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As published in Michigan Lawyers Weekly
“Under what authority does a Receiver have the power to sell real estate without redemption?” It’s an excellent question without a perfect answer. However, the Michigan Court of Appeals addressed one aspect of receivership authority in its published opinion of Stock Bldg Supply, LLC v Crosswinds Cmtys, Inc, ___NW2d___; 2016 Mich App LEXIS 1685 (Ct App, Sept. 13,2016).
At issue in the Stock Building Supply case was whether a court-appointed receiver in fact had authority to sell real estate “free and clear of all claims, liens and encumbrances” –authority that, over the past several years, had been commonly exercised by receivers in Michigan.
The case began in July 2008 when Stock Building Supply, LLC sued the developer and its guarantor to foreclose on its construction liens for failure to pay for materials provided. Church & Church, Inc. filed a counterclaim shortly thereafter seeking payment for its liens and mortgages that also arose from supplying materials to certain units. In response, the senior mortgage holder Citizens Bank filed a cross- complaint seeking foreclosure on all mortgages, including Church’s, and also successfully requested the appointment of a receiver.
Central to the claims of Church, the third-party plaintiff-appellant, were the sale of four specific units; Church had a $20,000 mortgage on each of the four properties. In July 2009, the receiver requested the authority to sell one of these encumbered units, “free and clear of all claims, liens, and encumbrances without redemption periods, with the proceeds received therefrom to be distributed in accordance with the same priorities as held prior to consummation of such sales.” Church’s attorney not only received notice, but signed the stipulated order without objection.
Thereafter, additional sales, including the remaining units encumbered by Church mortgages, were sold and the proceeds distributed to Citizens pursuant to further court order. In each instance, Church was provided notice and challenged neither the sales nor the distribution until nearly three years elapsed and the case was long closed.
On Sept. 11, 2013, Church moved to have the case reopened, alleging it still maintained valid mortgages on the original four units. Church argued the mortgages were not discharged and the trial court did not have the authority to grant the sale without a foreclosure. On Jan. 9, 2015, the Oakland County Circuit Court denied Church’s motion, holding that the clear language of its orders and the declaration of the receiver that the intent of the language “free and clear of all claims, liens and encumbrances” included Church’s mortgages.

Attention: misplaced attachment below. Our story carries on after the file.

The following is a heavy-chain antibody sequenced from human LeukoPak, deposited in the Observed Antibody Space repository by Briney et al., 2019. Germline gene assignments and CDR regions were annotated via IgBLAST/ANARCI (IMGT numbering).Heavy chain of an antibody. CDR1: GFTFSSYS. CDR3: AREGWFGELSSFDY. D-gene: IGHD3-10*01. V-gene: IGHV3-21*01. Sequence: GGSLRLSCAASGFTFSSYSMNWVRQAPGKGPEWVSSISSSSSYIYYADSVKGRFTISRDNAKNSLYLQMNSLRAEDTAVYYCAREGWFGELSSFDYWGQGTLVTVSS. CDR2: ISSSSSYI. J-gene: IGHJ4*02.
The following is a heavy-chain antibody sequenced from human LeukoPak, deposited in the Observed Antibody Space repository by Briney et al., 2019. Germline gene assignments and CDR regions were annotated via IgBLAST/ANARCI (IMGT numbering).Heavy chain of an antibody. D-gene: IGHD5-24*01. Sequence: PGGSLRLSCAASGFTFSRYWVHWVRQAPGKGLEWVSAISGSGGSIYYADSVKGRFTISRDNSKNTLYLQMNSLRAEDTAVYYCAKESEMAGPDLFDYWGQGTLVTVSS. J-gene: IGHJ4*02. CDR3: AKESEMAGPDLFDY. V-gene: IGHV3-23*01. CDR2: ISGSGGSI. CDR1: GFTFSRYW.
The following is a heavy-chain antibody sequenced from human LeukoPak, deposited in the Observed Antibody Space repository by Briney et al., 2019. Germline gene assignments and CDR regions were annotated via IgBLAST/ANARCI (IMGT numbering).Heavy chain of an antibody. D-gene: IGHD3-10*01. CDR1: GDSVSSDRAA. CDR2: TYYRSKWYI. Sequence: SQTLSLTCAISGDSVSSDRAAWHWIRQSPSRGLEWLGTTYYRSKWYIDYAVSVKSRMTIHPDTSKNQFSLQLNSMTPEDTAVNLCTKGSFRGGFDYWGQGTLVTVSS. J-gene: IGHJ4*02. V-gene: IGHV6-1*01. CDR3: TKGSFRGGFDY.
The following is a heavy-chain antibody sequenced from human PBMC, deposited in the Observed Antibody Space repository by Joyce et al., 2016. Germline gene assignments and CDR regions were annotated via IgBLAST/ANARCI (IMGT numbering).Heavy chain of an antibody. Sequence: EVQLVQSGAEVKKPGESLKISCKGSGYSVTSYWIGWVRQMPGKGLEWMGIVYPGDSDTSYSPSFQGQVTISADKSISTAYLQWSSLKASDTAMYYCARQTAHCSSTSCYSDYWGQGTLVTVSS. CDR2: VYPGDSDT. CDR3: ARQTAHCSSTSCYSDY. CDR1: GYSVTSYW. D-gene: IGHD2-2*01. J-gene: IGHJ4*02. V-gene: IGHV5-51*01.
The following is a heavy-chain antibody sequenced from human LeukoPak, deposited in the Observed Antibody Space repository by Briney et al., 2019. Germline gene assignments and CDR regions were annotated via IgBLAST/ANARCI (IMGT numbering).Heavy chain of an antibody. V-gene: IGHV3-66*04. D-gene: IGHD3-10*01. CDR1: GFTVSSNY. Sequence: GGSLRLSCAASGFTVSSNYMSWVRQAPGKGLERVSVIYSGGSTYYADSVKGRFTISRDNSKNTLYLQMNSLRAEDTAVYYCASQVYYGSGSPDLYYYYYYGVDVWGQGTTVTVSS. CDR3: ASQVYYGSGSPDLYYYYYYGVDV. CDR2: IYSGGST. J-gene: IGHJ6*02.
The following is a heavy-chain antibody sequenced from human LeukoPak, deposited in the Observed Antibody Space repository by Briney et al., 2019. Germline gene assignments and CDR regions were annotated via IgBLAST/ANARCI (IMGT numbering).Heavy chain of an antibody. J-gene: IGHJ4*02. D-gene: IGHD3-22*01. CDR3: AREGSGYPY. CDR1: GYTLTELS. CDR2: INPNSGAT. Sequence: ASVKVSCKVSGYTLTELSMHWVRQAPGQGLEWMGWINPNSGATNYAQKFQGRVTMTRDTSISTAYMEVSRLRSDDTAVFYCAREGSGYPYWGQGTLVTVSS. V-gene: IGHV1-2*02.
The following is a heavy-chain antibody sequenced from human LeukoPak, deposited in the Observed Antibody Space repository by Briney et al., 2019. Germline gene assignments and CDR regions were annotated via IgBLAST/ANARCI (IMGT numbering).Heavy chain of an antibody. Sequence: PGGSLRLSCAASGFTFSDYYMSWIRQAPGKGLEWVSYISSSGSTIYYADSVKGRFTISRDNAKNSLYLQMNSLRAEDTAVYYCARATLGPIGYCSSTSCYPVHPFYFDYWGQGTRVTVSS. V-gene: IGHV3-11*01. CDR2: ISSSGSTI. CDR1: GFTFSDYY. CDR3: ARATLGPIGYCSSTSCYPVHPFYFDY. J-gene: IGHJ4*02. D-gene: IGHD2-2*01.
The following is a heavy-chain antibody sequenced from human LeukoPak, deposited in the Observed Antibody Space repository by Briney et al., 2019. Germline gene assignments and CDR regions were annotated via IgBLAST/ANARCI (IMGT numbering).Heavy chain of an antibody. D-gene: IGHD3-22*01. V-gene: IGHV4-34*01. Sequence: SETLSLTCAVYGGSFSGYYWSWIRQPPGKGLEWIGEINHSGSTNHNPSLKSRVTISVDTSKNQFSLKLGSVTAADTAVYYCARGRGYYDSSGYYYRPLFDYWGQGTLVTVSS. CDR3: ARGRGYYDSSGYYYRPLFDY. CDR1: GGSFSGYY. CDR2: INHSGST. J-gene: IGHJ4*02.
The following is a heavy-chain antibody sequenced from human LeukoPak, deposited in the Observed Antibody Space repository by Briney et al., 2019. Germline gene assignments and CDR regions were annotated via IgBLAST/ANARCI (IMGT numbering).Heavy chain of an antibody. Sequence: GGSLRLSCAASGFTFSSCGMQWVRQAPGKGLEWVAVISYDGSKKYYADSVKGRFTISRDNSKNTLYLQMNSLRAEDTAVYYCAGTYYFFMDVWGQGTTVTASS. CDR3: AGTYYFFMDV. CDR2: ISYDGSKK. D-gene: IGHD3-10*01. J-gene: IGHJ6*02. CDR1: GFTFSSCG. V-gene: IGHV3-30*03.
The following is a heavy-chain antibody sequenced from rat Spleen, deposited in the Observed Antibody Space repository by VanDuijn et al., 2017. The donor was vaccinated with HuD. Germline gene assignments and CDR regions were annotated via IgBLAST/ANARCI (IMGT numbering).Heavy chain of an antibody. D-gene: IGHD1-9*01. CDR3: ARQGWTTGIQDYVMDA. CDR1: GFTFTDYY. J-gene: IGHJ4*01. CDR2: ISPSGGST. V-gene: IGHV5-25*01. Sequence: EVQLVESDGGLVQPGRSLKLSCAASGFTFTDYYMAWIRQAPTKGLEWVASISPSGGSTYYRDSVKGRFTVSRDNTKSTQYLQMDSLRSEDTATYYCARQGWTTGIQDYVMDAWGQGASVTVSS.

Church appealed the ruling to the Michigan Court of Appeals. The 2016 opinion addresses a variety of topics relevant for Metro Detroit receivers and is highly recommended for an in-depth review. However, in upholding the trial court, the Court of Appeals specifically noted that while there is neither a rule nor statute that grants receivers the authority to sell properties free of any encumbrances, “evidence was submitted in the trial court that it was common to practice for Receivers in Metro Detroit to request and be granted authority to sell distressed properties free and clear of all encumbrances.”
Moreover, the court reviewed law from other jurisdictions and concluded that as long as proceeds from any such sale are applied to a senior lien holder (in this case, Church’s mortgages were junior to those of Citizen’s) that the trial court properly exercised their authority.
While the scope of receivers remains less than easily defined, the Stock ruling sheds some light on the view of Michigan courts and the best practices of receivers. Requisite effort to provide appropriate notice and stipulated orders, in comprehensive and “clear language,” was vital to the trial court’s decision to find in favor of the receiver.
In fact, simple reliance upon the common practice standard was not sufficient to protect the receiver’s authority to sell the encumbered properties and apply the proceeds to the senior lien holder. The appeals court relied on the combination of evidence supporting the common practice, the receiver’s due diligence to supply notice and stipulated orders, as well as a review of the law in other jurisdictions.
So, the Stock ruling may have helped codify the “common practice for Receivers in Metro Detroit to request and be granted authority to sell distressed properties free and clear of all encumbrances” but alone it is still an uncertain standard.
Until Michigan law addresses the issue further and perhaps conforms to that of other jurisdictions, receivers should rely on both the common practice and their due diligence to protect and exercise receivership authority.